Deus ex machina

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Latin for “god out of the machine” or "god from the machine" depending on what refrences you use. The term originated in Greek theaters and was eventually translated into Latin. It came about when a mechane (a crane) would lower a person or persons playing the role of a god or gods to find a solution to a hopeless situation. This formed the phrase “god from the crane” and eventually crane was changed to machine. Lass, Kiremidjian, and Goldstein state that, "Now the term has come to mean any rescuing agency introduced by the author to bring about a desired conclustion, usually without regard to the logic of character or situations" (70).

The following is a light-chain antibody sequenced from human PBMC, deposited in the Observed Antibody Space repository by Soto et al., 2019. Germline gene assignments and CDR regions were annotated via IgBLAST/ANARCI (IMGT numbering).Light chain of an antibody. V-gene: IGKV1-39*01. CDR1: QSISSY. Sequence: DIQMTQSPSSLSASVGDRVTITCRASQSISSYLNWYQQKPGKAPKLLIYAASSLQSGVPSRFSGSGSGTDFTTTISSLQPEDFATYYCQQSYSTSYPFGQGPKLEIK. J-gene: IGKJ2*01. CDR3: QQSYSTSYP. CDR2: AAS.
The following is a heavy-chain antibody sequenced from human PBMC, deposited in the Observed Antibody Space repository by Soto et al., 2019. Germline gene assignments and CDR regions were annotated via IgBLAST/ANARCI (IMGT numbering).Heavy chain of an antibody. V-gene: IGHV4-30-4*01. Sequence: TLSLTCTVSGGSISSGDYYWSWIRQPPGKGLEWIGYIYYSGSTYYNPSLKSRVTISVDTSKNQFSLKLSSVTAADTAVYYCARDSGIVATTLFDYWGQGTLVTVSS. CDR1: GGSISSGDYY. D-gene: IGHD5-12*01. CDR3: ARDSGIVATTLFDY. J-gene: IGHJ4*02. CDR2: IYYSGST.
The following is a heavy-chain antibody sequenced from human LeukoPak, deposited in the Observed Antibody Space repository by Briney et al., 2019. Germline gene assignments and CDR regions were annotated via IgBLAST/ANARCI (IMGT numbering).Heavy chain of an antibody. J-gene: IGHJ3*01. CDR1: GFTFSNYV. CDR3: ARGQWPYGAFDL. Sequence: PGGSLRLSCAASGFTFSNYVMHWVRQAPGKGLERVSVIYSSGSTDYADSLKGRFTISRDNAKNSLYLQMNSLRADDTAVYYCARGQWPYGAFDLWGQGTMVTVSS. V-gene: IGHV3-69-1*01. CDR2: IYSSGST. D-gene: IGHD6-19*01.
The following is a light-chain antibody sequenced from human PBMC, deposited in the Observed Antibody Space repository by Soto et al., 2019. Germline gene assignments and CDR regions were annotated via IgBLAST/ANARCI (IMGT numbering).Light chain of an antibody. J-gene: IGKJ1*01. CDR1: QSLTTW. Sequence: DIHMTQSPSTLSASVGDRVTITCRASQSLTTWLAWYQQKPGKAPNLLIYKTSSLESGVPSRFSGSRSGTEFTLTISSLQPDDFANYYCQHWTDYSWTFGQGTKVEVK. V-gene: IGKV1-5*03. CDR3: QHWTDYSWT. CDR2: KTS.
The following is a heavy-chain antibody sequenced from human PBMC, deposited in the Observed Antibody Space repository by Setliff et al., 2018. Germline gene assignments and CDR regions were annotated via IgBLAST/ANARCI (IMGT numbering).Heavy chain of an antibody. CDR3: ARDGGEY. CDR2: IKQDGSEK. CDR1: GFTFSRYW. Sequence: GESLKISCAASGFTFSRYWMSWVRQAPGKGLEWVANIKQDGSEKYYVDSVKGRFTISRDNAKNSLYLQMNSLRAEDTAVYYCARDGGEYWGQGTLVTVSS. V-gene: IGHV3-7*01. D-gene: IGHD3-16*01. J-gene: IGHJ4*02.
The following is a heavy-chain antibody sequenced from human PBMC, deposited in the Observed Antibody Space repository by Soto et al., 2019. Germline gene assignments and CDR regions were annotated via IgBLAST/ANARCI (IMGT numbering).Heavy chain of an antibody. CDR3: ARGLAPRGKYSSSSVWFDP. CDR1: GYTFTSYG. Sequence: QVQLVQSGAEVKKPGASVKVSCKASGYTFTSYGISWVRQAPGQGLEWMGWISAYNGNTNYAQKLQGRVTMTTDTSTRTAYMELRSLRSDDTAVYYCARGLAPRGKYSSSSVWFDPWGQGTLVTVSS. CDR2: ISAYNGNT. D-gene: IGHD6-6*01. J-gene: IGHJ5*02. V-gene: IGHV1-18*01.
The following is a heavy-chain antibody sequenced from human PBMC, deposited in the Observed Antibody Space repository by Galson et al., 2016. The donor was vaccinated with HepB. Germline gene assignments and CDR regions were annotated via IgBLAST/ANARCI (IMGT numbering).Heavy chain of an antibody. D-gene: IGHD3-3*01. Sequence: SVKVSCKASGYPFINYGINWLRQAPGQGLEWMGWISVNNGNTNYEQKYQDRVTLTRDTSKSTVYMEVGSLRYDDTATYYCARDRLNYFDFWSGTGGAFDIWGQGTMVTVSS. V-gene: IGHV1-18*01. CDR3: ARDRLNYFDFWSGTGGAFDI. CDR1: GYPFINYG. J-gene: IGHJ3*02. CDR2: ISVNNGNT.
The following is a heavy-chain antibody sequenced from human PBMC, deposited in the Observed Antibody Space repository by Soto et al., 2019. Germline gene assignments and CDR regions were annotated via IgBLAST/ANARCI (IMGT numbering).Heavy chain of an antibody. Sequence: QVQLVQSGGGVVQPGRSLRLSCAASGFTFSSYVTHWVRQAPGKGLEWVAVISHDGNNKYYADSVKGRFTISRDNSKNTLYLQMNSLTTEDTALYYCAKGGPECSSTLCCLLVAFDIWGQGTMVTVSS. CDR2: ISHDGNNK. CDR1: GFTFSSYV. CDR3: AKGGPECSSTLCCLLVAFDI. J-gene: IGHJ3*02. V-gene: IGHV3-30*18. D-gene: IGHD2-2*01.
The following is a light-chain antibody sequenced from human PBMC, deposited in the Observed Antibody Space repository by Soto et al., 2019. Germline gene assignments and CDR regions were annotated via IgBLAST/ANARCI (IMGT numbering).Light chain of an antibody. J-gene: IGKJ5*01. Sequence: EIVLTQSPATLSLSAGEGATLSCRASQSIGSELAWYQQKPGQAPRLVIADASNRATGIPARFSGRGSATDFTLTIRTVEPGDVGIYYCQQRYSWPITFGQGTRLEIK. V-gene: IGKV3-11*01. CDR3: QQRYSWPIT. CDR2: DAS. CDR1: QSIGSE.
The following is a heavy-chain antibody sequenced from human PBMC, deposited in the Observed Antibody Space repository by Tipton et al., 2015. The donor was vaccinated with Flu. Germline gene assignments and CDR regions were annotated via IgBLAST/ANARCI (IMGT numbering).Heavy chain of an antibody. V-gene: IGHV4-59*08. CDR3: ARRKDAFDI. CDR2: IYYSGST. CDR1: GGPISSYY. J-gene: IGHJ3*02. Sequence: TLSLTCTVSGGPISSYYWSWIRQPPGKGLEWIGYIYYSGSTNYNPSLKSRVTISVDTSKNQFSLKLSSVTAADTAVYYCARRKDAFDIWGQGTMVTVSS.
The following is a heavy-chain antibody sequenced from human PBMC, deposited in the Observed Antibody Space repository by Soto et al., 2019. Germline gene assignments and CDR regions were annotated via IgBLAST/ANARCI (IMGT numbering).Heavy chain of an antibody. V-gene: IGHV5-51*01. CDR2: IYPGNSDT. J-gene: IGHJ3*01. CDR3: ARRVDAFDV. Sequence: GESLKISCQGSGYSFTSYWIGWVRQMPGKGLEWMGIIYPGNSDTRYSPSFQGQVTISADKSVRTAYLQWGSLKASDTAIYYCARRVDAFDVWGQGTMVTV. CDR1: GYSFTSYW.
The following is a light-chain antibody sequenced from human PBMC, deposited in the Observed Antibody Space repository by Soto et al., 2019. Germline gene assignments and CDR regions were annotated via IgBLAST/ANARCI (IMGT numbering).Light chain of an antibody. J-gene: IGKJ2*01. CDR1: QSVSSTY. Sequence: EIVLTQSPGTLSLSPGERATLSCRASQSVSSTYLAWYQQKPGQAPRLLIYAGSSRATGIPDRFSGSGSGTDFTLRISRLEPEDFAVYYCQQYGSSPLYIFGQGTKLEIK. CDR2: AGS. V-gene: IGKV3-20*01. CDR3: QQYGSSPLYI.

• In J.R.R. Tolkein's Lord of the Rings: The Return of the King Frodo and Sam (the ringbearers) are trapped on Mount Doom during the eruption. Eagles fly from a distance and proceed to rescue them.
  • Edgar Allan Poe's story, The Pit and the Pendulum, the narrator has just fallen over the edge of the deep pit when he reaches up and grabs the arm of the French general who has led the army to capture the fort where the narrator has been imprisoned.

Literary Terms

Works Cited

  • Cuddon, J.A. The Penguin Dictionary of Literary Themes and Literary Theory. 4th ed. 1999.
  • Lass, Abraham H., David Kiremidjian, and Ruth M. Goldstein. The Dictionary of Classical, Biblical, & Literary Allusions. 1991.